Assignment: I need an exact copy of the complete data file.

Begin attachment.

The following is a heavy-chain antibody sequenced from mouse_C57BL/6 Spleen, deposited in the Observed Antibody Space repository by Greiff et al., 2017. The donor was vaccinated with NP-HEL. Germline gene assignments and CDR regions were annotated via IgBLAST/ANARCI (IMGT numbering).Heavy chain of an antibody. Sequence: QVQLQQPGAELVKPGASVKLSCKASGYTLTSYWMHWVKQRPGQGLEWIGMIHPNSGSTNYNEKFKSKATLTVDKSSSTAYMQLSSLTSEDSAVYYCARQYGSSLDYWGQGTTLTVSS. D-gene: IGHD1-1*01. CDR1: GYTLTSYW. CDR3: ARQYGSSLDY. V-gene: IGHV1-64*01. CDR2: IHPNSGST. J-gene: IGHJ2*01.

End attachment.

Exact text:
The following is a heavy-chain antibody sequenced from mouse_C57BL/6 Spleen, deposited in the Observed Antibody Space repository by Greiff et al., 2017. The donor was vaccinated with NP-HEL. Germline gene assignments and CDR regions were annotated via IgBLAST/ANARCI (IMGT numbering).Heavy chain of an antibody. Sequence: QVQLQQPGAELVKPGASVKLSCKASGYTLTSYWMHWVKQRPGQGLEWIGMIHPNSGSTNYNEKFKSKATLTVDKSSSTAYMQLSSLTSEDSAVYYCARQYGSSLDYWGQGTTLTVSS. D-gene: IGHD1-1*01. CDR1: GYTLTSYW. CDR3: ARQYGSSLDY. V-gene: IGHV1-64*01. CDR2: IHPNSGST. J-gene: IGHJ2*01.